Monday, March 27, 2017

The Price of Solitude

It’s not your oral fixations. It’s not your anal retentiveness. It’s not your infantile narcissism. It’s not even your Oedipus complex.

Scientists—what would we do without scientists?—have discovered that people are getting sick and dying from a lack of social connections. That is, they are dying from loneliness. And from anomie, of course.

The evidence is clear. Karol Markowicz presents it in the New York Post (via Maggie’s Farm):

John T. Cacioppo, author of the book “Loneliness: Human Nature and the Need for Social Connection,” writes that “social isolation has an impact on health comparable to the effect of high blood pressure, lack of exercise, obesity or smoking.” Numerous studies have concluded that loneliness is actually killing men prematurely.

Writing in The New York Times, Dhruv Khullar, a resident physician at Massachusetts General Hospital and Harvard Medical School, noted that “a wave of new research suggests social separation is bad for us. Individuals with less social connection have disrupted sleep patterns, altered immune systems, more inflammation and higher levels of stress hormones. One recent study found that isolation increases the risk of heart disease by 29 percent and stroke by 32 percent.”

Should we blame it on social media? Or on traditional media? The truth lies elsewhere. 

Let’s blame it on social mobility, and diversity. How many people do you know who grow up and grow old in the same neighborhood, within the same community? The ties that bound people in traditional communities no longer bind them. People get up and go. They move around the country and around the world. Everywhere they go they try to make new friends, often at the cost of old friends.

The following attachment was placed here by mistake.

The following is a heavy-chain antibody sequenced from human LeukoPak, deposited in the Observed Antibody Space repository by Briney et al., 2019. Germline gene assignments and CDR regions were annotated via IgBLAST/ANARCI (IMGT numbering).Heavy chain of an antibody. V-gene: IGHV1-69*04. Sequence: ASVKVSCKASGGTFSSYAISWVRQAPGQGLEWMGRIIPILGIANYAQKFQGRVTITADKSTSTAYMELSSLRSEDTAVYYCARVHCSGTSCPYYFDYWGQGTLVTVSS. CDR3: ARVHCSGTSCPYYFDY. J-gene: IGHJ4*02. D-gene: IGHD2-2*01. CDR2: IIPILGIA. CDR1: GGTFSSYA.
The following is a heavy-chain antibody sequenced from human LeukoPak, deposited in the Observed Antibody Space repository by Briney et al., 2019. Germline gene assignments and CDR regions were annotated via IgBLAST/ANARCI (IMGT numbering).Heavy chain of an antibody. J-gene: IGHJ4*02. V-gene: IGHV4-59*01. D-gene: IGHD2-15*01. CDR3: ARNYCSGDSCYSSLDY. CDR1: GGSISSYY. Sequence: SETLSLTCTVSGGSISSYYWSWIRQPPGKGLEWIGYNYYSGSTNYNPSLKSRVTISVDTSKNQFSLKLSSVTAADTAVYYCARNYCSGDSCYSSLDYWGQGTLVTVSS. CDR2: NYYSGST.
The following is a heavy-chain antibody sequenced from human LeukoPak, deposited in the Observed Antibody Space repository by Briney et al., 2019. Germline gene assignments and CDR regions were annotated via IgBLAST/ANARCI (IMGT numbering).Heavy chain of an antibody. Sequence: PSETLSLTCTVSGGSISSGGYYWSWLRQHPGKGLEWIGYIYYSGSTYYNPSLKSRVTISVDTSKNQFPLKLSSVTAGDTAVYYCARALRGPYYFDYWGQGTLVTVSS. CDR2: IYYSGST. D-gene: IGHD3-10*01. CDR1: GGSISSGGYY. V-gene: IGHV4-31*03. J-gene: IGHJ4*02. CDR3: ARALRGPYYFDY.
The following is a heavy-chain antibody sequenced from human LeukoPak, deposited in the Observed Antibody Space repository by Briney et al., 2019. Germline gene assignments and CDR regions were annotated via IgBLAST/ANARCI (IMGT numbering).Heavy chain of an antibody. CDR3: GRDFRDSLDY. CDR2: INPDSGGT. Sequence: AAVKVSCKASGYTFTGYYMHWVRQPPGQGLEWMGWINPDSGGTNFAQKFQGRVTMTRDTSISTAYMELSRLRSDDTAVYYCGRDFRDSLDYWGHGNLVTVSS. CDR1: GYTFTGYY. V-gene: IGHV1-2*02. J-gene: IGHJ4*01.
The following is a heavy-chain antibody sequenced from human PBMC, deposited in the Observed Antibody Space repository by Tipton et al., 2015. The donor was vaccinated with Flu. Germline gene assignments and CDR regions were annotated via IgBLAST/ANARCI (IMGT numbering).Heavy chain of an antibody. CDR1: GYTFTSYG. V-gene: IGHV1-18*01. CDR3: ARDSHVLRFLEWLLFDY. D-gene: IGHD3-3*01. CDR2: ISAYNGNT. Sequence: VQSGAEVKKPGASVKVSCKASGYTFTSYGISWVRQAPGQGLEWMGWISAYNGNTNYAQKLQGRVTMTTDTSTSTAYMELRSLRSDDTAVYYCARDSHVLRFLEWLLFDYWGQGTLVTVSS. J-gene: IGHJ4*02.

Adapting is not easy. Adapting means learning new customs and new mores. Sometimes it means learning a new language and new table manners. It means getting up to date on prior events in the community. It means understanding cultural references and social codes. It means working to make contact and to maintain contact. But it also means not being overly clingy and overly needy. It is a challenge, one that many people cannot meet.

If you move to a place where the population is diverse you will have even more problems fitting in. You will often not know the rules or even the game that people are playing. Different people come from different places and bring different customs with them. They are not necessarily going to throw it all away in order to assimilate into the new neighborhood. In some cases they will not throw any of it away. They continue to speak the language they spoke in the old country and function as though they had never left.

In a more diverse the community social life is more chaotic. In such cities people form subgroups that have their own rules and their own codes. But, such groups are often not easy to penetrate.

One hastens to add that falling in love does not address the issue. Finding your soul mate or the “One” will not solve the problem. Consider that many therapists believe that once you find true love your problems will vanish in the cold night air. Being in love is a type of social connection, but it does not and cannot and should not be a substitute for friendships and collegiality.

Obviously, it is easier to integrate if you have a job, if you are gainfully employed. That’s why Dr. Richard Mollica suggested that the best anti-depressant is a job. When you have a job you belong to an enterprise. The rules are clear. The roles are defined. People get along easily because they are not obliged to be too personal or too intimate with each other.